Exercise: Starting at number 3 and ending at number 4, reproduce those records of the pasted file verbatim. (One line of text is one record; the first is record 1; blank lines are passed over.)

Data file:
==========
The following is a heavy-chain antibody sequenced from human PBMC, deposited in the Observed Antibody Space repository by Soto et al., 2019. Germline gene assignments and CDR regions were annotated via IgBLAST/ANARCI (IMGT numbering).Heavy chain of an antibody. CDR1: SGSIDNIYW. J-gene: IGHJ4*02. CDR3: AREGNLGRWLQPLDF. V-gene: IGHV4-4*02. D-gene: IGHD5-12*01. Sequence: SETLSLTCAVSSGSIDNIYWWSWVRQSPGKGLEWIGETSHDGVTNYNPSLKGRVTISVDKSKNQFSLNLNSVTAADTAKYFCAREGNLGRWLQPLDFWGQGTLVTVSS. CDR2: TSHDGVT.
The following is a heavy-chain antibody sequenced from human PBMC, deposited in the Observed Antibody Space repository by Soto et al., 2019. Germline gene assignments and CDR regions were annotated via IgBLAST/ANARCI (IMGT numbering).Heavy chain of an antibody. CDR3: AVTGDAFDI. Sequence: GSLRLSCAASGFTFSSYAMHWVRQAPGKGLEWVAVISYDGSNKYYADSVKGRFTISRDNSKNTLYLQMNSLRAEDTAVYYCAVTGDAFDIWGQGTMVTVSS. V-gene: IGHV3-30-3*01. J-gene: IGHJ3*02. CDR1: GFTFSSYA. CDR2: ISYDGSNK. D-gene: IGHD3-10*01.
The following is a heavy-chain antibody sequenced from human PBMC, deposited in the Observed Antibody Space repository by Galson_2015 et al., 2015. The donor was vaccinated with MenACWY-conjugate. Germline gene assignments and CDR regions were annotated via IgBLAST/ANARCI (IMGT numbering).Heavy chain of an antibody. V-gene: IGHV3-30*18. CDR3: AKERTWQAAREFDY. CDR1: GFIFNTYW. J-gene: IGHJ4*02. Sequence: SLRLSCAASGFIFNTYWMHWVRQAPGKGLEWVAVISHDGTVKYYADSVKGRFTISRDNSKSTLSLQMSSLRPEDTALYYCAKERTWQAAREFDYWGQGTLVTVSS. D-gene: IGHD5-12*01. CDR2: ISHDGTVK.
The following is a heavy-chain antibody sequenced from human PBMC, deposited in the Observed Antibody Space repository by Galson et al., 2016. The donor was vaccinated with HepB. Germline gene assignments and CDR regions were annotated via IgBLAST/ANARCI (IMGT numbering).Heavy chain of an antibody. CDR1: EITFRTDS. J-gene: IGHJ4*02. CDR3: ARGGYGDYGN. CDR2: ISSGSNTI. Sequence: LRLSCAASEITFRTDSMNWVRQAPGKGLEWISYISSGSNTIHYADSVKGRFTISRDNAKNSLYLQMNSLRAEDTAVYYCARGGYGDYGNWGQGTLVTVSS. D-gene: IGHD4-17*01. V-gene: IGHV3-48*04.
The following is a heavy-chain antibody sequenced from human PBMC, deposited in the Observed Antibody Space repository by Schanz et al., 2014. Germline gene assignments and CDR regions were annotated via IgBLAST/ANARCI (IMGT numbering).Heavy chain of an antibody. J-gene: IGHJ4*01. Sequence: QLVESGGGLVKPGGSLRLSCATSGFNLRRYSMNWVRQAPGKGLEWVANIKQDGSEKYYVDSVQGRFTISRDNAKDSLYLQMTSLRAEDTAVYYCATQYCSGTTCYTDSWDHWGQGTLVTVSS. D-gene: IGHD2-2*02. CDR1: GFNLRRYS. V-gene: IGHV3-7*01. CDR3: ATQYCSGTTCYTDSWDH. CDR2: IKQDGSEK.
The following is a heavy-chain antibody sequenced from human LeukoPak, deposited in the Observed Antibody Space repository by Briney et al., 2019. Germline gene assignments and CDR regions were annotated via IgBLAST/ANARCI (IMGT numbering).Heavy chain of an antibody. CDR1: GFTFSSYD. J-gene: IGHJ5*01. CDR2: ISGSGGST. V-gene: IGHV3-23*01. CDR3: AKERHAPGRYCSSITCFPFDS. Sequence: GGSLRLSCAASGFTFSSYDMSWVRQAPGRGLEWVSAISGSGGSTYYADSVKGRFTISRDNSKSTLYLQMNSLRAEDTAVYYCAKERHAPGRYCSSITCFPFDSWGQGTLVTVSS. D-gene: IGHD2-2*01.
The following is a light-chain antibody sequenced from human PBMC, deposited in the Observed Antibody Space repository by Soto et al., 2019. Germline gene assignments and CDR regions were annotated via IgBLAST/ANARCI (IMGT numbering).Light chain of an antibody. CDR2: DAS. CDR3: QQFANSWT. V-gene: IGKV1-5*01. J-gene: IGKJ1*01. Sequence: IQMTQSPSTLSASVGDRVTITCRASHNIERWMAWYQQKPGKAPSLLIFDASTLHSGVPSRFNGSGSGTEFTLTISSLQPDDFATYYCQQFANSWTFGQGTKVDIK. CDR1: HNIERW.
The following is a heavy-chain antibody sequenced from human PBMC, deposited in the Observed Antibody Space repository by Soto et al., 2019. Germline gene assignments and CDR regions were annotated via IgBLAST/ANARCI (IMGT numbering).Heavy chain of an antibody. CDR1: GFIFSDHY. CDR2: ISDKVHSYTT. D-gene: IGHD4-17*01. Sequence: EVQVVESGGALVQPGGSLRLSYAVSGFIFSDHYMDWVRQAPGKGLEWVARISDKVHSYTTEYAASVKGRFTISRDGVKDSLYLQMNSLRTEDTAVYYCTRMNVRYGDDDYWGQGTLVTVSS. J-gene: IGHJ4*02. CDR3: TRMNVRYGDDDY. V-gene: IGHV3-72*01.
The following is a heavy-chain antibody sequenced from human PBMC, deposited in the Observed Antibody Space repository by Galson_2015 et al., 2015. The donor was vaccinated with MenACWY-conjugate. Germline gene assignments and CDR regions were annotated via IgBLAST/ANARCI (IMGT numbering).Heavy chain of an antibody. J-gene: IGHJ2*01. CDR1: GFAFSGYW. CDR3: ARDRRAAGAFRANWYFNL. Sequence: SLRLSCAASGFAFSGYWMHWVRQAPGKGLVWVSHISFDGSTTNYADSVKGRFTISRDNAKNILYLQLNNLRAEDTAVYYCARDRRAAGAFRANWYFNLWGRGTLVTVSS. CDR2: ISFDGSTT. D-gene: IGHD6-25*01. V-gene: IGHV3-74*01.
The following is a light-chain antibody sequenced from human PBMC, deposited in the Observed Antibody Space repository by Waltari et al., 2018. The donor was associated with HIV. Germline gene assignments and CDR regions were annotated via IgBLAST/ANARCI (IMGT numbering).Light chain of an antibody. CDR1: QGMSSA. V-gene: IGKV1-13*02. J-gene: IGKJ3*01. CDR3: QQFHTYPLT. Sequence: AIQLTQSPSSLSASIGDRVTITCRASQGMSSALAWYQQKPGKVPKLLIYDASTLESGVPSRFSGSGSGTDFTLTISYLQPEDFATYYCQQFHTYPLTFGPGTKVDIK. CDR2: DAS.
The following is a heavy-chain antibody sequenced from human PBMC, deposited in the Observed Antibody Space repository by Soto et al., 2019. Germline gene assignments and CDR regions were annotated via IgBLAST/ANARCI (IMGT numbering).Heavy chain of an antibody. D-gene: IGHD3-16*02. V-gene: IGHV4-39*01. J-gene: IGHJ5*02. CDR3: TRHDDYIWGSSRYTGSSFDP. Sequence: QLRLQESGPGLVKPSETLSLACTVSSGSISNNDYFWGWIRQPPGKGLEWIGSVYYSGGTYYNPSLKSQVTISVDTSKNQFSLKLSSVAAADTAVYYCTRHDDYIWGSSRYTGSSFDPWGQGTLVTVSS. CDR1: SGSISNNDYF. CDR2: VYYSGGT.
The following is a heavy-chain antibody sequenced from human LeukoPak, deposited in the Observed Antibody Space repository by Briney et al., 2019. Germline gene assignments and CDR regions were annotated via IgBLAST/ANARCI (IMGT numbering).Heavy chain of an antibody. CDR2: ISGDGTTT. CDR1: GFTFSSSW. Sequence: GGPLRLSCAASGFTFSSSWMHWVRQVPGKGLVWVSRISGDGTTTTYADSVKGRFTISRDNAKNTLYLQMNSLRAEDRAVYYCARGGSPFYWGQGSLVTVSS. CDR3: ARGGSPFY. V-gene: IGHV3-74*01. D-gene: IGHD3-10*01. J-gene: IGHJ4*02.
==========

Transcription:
The following is a heavy-chain antibody sequenced from human PBMC, deposited in the Observed Antibody Space repository by Galson_2015 et al., 2015. The donor was vaccinated with MenACWY-conjugate. Germline gene assignments and CDR regions were annotated via IgBLAST/ANARCI (IMGT numbering).Heavy chain of an antibody. V-gene: IGHV3-30*18. CDR3: AKERTWQAAREFDY. CDR1: GFIFNTYW. J-gene: IGHJ4*02. Sequence: SLRLSCAASGFIFNTYWMHWVRQAPGKGLEWVAVISHDGTVKYYADSVKGRFTISRDNSKSTLSLQMSSLRPEDTALYYCAKERTWQAAREFDYWGQGTLVTVSS. D-gene: IGHD5-12*01. CDR2: ISHDGTVK.
The following is a heavy-chain antibody sequenced from human PBMC, deposited in the Observed Antibody Space repository by Galson et al., 2016. The donor was vaccinated with HepB. Germline gene assignments and CDR regions were annotated via IgBLAST/ANARCI (IMGT numbering).Heavy chain of an antibody. CDR1: EITFRTDS. J-gene: IGHJ4*02. CDR3: ARGGYGDYGN. CDR2: ISSGSNTI. Sequence: LRLSCAASEITFRTDSMNWVRQAPGKGLEWISYISSGSNTIHYADSVKGRFTISRDNAKNSLYLQMNSLRAEDTAVYYCARGGYGDYGNWGQGTLVTVSS. D-gene: IGHD4-17*01. V-gene: IGHV3-48*04.